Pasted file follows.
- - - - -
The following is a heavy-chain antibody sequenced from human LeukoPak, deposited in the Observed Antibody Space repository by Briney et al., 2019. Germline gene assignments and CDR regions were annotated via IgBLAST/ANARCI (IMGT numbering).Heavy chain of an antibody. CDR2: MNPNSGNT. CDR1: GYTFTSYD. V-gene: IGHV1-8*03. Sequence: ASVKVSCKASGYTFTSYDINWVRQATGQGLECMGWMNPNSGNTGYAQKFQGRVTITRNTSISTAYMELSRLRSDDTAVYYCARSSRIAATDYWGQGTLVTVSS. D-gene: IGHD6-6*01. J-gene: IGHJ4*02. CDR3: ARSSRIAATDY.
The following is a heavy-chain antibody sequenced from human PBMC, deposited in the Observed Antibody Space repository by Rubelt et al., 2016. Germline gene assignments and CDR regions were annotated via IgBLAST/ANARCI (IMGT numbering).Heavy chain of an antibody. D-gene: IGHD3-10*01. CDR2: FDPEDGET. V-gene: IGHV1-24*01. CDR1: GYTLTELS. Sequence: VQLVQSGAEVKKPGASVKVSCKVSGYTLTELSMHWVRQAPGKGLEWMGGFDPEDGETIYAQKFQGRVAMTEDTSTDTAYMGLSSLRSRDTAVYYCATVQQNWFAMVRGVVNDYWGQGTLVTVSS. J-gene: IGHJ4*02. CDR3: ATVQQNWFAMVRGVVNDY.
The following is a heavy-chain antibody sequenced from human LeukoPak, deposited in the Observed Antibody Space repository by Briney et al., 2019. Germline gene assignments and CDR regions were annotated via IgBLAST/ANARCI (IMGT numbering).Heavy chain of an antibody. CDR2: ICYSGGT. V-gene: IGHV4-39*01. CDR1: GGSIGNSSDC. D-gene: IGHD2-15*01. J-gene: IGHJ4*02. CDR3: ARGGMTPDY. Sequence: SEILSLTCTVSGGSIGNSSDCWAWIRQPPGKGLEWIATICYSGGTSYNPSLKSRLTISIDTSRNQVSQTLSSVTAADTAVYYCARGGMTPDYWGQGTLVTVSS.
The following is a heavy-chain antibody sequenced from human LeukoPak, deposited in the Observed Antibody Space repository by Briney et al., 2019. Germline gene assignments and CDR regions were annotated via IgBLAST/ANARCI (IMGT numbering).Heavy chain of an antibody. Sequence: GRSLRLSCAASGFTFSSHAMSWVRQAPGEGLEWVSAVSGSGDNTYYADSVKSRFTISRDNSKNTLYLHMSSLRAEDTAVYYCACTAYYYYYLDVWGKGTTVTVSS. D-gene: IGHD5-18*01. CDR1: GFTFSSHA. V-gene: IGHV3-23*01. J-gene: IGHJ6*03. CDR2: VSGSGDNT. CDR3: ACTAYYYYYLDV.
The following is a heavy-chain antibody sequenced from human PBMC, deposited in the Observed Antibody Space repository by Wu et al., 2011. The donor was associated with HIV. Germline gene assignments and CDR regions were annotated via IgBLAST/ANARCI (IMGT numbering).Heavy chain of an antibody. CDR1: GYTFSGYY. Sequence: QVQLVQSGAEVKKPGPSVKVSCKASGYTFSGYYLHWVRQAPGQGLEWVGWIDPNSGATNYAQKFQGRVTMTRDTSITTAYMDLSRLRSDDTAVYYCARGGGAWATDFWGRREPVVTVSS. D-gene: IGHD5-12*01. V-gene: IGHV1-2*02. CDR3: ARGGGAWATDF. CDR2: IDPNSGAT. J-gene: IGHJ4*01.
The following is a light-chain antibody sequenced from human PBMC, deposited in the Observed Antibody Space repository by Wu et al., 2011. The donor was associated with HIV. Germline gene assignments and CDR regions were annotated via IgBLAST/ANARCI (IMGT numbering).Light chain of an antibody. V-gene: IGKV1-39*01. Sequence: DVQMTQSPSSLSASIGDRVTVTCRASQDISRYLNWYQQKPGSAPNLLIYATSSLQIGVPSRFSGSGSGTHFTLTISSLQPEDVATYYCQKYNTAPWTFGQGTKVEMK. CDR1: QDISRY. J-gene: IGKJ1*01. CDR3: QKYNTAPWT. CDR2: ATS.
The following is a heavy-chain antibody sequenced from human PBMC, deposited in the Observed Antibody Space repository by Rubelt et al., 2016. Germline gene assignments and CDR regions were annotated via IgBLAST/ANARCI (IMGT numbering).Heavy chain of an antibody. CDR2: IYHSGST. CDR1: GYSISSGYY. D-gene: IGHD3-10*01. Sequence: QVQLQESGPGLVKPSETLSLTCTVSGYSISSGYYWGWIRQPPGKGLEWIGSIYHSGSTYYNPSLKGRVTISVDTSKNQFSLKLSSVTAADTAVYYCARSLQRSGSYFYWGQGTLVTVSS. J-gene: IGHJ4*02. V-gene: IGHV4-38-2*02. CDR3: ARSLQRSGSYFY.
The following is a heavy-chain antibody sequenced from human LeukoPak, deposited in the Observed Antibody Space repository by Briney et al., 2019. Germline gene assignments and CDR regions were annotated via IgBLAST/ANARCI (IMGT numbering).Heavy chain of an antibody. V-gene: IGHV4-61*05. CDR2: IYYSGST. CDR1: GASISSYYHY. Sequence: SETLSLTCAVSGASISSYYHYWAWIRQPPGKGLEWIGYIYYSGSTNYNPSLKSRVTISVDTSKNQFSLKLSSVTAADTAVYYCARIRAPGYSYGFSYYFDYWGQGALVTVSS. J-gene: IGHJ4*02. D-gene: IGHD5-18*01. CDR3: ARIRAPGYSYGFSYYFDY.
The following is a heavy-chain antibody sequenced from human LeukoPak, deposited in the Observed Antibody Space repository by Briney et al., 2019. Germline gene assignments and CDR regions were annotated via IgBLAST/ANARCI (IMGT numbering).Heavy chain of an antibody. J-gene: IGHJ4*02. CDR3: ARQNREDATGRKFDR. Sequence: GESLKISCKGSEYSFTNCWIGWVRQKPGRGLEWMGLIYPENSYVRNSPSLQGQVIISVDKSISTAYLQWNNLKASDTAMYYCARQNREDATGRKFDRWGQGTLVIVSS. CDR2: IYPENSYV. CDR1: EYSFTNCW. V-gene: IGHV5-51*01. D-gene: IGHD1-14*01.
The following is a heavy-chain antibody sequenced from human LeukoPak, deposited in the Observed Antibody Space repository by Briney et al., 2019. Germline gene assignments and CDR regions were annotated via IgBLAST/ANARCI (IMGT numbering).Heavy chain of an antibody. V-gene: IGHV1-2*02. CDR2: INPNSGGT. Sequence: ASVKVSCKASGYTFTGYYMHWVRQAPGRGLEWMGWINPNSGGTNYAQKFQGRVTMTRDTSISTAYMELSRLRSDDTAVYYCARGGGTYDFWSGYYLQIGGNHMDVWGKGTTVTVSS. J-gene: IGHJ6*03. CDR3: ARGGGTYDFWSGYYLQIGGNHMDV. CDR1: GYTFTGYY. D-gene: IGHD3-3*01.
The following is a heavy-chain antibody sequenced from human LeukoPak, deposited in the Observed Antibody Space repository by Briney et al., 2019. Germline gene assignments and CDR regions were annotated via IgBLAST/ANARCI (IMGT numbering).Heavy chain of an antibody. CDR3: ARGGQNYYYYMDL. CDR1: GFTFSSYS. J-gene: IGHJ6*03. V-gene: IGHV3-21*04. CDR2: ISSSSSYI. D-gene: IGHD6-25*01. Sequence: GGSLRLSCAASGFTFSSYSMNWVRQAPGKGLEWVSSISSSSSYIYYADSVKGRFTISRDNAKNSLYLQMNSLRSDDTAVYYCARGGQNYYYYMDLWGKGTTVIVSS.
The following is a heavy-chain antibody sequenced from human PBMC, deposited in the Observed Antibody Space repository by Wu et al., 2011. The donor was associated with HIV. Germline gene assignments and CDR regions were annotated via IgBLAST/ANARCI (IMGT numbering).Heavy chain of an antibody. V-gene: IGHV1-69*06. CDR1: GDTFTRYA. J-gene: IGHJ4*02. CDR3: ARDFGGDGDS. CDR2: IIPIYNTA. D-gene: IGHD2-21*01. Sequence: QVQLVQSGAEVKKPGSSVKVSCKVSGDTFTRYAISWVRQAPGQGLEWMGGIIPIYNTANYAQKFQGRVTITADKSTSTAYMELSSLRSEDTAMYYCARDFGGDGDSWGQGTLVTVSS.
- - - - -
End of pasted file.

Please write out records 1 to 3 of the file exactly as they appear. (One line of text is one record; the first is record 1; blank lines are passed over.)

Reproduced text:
The following is a heavy-chain antibody sequenced from human LeukoPak, deposited in the Observed Antibody Space repository by Briney et al., 2019. Germline gene assignments and CDR regions were annotated via IgBLAST/ANARCI (IMGT numbering).Heavy chain of an antibody. CDR2: MNPNSGNT. CDR1: GYTFTSYD. V-gene: IGHV1-8*03. Sequence: ASVKVSCKASGYTFTSYDINWVRQATGQGLECMGWMNPNSGNTGYAQKFQGRVTITRNTSISTAYMELSRLRSDDTAVYYCARSSRIAATDYWGQGTLVTVSS. D-gene: IGHD6-6*01. J-gene: IGHJ4*02. CDR3: ARSSRIAATDY.
The following is a heavy-chain antibody sequenced from human PBMC, deposited in the Observed Antibody Space repository by Rubelt et al., 2016. Germline gene assignments and CDR regions were annotated via IgBLAST/ANARCI (IMGT numbering).Heavy chain of an antibody. D-gene: IGHD3-10*01. CDR2: FDPEDGET. V-gene: IGHV1-24*01. CDR1: GYTLTELS. Sequence: VQLVQSGAEVKKPGASVKVSCKVSGYTLTELSMHWVRQAPGKGLEWMGGFDPEDGETIYAQKFQGRVAMTEDTSTDTAYMGLSSLRSRDTAVYYCATVQQNWFAMVRGVVNDYWGQGTLVTVSS. J-gene: IGHJ4*02. CDR3: ATVQQNWFAMVRGVVNDY.
The following is a heavy-chain antibody sequenced from human LeukoPak, deposited in the Observed Antibody Space repository by Briney et al., 2019. Germline gene assignments and CDR regions were annotated via IgBLAST/ANARCI (IMGT numbering).Heavy chain of an antibody. CDR2: ICYSGGT. V-gene: IGHV4-39*01. CDR1: GGSIGNSSDC. D-gene: IGHD2-15*01. J-gene: IGHJ4*02. CDR3: ARGGMTPDY. Sequence: SEILSLTCTVSGGSIGNSSDCWAWIRQPPGKGLEWIATICYSGGTSYNPSLKSRLTISIDTSRNQVSQTLSSVTAADTAVYYCARGGMTPDYWGQGTLVTVSS.